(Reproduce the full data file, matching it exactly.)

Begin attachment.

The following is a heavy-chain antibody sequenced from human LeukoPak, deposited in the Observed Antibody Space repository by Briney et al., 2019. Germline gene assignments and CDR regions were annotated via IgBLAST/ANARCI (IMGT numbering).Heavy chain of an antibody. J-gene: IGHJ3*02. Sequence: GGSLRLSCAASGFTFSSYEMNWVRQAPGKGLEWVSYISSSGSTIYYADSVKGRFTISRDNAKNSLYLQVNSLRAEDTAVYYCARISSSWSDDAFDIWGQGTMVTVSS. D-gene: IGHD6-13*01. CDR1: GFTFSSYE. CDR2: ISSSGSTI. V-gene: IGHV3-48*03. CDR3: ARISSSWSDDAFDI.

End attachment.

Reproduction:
The following is a heavy-chain antibody sequenced from human LeukoPak, deposited in the Observed Antibody Space repository by Briney et al., 2019. Germline gene assignments and CDR regions were annotated via IgBLAST/ANARCI (IMGT numbering).Heavy chain of an antibody. J-gene: IGHJ3*02. Sequence: GGSLRLSCAASGFTFSSYEMNWVRQAPGKGLEWVSYISSSGSTIYYADSVKGRFTISRDNAKNSLYLQVNSLRAEDTAVYYCARISSSWSDDAFDIWGQGTMVTVSS. D-gene: IGHD6-13*01. CDR1: GFTFSSYE. CDR2: ISSSGSTI. V-gene: IGHV3-48*03. CDR3: ARISSSWSDDAFDI.